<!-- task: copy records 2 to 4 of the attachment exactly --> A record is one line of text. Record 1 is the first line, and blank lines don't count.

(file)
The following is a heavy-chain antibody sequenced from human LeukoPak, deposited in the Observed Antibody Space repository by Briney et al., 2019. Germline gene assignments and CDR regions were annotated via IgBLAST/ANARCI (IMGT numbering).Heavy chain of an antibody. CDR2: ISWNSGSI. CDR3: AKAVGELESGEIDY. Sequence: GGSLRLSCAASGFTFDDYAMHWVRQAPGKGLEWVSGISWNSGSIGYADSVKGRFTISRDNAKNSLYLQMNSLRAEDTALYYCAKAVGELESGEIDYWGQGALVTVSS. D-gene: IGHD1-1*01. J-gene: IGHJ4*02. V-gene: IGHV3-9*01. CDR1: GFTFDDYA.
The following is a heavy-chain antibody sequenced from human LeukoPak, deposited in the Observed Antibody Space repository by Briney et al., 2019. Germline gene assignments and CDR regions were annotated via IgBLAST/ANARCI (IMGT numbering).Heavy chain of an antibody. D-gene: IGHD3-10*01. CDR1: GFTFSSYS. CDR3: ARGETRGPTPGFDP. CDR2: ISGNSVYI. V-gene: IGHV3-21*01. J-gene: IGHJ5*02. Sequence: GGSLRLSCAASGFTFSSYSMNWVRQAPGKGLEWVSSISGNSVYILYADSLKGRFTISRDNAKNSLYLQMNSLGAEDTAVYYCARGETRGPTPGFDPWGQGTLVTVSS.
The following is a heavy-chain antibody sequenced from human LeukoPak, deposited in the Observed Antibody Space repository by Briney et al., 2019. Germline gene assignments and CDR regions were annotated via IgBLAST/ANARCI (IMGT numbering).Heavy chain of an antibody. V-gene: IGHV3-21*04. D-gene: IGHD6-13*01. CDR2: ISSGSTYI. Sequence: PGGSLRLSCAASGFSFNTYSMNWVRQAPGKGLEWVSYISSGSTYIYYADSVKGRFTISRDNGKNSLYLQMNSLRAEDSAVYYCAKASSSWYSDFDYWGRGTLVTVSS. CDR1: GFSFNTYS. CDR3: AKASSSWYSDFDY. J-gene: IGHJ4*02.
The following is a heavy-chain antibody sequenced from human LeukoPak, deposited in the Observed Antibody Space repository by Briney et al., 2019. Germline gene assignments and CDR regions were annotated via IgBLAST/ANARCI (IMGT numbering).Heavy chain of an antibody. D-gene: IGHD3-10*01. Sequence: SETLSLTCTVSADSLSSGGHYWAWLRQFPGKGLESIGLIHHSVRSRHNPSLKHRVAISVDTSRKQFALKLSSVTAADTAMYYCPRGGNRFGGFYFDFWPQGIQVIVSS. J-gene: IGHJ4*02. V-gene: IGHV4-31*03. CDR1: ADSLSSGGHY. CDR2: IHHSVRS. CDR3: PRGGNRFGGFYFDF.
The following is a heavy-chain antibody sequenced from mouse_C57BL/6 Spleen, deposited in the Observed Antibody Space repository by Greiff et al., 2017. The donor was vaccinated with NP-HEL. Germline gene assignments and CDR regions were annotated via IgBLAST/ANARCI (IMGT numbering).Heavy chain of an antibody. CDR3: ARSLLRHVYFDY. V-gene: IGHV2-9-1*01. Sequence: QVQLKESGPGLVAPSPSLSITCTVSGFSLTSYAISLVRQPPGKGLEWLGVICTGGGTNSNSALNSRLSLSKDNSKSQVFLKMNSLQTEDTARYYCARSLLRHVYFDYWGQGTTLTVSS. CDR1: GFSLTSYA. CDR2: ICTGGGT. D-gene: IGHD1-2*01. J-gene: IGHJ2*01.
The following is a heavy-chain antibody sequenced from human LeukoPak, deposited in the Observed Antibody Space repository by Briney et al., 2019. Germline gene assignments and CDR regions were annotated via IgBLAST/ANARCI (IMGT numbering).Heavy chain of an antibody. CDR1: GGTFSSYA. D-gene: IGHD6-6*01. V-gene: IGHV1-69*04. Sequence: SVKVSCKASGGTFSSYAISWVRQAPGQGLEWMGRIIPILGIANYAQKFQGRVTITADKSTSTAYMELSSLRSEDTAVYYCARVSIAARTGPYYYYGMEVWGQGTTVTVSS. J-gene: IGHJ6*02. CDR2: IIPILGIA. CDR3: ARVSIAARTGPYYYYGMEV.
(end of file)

The following is a heavy-chain antibody sequenced from human LeukoPak, deposited in the Observed Antibody Space repository by Briney et al., 2019. Germline gene assignments and CDR regions were annotated via IgBLAST/ANARCI (IMGT numbering).Heavy chain of an antibody. D-gene: IGHD3-10*01. CDR1: GFTFSSYS. CDR3: ARGETRGPTPGFDP. CDR2: ISGNSVYI. V-gene: IGHV3-21*01. J-gene: IGHJ5*02. Sequence: GGSLRLSCAASGFTFSSYSMNWVRQAPGKGLEWVSSISGNSVYILYADSLKGRFTISRDNAKNSLYLQMNSLGAEDTAVYYCARGETRGPTPGFDPWGQGTLVTVSS.
The following is a heavy-chain antibody sequenced from human LeukoPak, deposited in the Observed Antibody Space repository by Briney et al., 2019. Germline gene assignments and CDR regions were annotated via IgBLAST/ANARCI (IMGT numbering).Heavy chain of an antibody. V-gene: IGHV3-21*04. D-gene: IGHD6-13*01. CDR2: ISSGSTYI. Sequence: PGGSLRLSCAASGFSFNTYSMNWVRQAPGKGLEWVSYISSGSTYIYYADSVKGRFTISRDNGKNSLYLQMNSLRAEDSAVYYCAKASSSWYSDFDYWGRGTLVTVSS. CDR1: GFSFNTYS. CDR3: AKASSSWYSDFDY. J-gene: IGHJ4*02.
The following is a heavy-chain antibody sequenced from human LeukoPak, deposited in the Observed Antibody Space repository by Briney et al., 2019. Germline gene assignments and CDR regions were annotated via IgBLAST/ANARCI (IMGT numbering).Heavy chain of an antibody. D-gene: IGHD3-10*01. Sequence: SETLSLTCTVSADSLSSGGHYWAWLRQFPGKGLESIGLIHHSVRSRHNPSLKHRVAISVDTSRKQFALKLSSVTAADTAMYYCPRGGNRFGGFYFDFWPQGIQVIVSS. J-gene: IGHJ4*02. V-gene: IGHV4-31*03. CDR1: ADSLSSGGHY. CDR2: IHHSVRS. CDR3: PRGGNRFGGFYFDF.